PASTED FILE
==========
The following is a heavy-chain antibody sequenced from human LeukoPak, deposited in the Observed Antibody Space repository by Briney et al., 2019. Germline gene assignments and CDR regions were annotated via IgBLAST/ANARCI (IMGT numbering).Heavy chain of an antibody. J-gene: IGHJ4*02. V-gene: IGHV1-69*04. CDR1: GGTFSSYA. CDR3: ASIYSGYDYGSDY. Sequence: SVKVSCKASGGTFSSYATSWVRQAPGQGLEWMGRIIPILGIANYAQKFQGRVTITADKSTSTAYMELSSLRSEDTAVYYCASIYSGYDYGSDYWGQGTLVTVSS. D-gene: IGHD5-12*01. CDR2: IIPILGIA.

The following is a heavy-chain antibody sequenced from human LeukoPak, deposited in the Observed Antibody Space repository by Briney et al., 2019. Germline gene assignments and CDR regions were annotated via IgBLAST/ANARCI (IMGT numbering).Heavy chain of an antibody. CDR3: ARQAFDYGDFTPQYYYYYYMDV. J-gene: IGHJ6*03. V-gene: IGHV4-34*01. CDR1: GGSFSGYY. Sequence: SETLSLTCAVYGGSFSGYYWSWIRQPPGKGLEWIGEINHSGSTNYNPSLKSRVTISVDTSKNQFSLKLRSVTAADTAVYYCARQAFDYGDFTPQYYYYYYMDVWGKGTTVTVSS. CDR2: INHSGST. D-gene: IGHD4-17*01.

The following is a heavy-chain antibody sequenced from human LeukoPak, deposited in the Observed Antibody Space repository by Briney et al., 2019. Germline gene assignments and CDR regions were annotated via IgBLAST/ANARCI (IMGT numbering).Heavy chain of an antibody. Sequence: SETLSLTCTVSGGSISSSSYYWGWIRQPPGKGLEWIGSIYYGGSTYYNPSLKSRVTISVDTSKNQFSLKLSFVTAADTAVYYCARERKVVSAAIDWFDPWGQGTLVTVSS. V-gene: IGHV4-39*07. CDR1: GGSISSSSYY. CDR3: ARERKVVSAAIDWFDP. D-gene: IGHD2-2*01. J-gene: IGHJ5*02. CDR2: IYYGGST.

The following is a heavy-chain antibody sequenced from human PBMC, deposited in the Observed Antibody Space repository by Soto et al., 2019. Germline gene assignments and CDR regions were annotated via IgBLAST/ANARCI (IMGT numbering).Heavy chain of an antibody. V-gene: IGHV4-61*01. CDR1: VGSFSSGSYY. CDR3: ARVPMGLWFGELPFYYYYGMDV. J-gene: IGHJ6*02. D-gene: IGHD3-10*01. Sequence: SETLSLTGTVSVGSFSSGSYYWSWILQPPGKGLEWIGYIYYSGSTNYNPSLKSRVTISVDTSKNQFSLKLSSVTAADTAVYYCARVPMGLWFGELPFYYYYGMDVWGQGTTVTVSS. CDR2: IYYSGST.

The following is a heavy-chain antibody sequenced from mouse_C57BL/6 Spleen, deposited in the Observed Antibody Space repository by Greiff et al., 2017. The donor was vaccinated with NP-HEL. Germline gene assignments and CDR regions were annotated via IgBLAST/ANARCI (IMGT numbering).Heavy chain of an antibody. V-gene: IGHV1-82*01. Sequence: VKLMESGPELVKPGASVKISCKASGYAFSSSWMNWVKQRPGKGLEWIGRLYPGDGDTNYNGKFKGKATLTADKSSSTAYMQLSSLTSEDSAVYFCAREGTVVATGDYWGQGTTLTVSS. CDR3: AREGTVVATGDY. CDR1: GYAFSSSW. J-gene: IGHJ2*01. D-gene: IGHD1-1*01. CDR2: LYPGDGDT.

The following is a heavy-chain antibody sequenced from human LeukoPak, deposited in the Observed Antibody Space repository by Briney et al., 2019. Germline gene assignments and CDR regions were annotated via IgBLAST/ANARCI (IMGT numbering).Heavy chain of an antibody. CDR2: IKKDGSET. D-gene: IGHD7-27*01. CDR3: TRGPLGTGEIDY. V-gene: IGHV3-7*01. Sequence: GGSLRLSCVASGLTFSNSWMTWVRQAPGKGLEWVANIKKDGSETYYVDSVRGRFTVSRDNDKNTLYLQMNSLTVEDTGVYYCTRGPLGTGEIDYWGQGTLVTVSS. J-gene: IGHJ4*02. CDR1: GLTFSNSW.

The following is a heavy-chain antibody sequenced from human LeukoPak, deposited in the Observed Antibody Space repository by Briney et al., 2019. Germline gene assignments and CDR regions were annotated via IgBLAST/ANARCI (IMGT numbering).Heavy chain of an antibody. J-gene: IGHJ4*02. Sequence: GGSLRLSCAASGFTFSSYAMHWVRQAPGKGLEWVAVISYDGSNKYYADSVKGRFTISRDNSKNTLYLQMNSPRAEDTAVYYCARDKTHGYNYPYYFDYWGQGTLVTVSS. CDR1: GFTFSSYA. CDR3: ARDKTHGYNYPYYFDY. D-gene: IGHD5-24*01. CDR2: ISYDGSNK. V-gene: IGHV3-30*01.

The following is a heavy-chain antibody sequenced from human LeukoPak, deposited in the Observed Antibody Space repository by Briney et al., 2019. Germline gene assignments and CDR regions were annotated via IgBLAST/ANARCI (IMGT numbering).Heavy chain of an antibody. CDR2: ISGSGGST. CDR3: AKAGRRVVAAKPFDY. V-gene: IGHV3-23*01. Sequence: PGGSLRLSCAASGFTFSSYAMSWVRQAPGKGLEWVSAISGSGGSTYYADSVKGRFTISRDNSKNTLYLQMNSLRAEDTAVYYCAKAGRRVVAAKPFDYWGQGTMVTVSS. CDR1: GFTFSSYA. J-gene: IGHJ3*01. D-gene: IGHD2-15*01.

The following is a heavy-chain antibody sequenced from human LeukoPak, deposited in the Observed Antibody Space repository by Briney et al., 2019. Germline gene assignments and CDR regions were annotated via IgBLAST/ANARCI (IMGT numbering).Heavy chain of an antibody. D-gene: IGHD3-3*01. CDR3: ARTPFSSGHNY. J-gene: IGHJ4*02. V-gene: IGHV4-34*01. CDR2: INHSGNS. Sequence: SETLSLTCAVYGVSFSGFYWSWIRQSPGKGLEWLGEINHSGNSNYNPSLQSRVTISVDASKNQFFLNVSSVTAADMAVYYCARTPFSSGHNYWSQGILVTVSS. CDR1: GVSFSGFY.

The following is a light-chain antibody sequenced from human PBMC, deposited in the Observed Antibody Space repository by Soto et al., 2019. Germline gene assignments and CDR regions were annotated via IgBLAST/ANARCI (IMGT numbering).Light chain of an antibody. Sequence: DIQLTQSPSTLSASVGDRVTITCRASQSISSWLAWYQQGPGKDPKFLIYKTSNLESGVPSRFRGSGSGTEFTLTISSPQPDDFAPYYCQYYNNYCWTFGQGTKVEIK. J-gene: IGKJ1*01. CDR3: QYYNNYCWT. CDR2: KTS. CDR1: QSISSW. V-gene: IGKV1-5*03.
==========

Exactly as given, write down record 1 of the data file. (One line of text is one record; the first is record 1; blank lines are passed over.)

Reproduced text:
The following is a heavy-chain antibody sequenced from human LeukoPak, deposited in the Observed Antibody Space repository by Briney et al., 2019. Germline gene assignments and CDR regions were annotated via IgBLAST/ANARCI (IMGT numbering).Heavy chain of an antibody. J-gene: IGHJ4*02. V-gene: IGHV1-69*04. CDR1: GGTFSSYA. CDR3: ASIYSGYDYGSDY. Sequence: SVKVSCKASGGTFSSYATSWVRQAPGQGLEWMGRIIPILGIANYAQKFQGRVTITADKSTSTAYMELSSLRSEDTAVYYCASIYSGYDYGSDYWGQGTLVTVSS. D-gene: IGHD5-12*01. CDR2: IIPILGIA.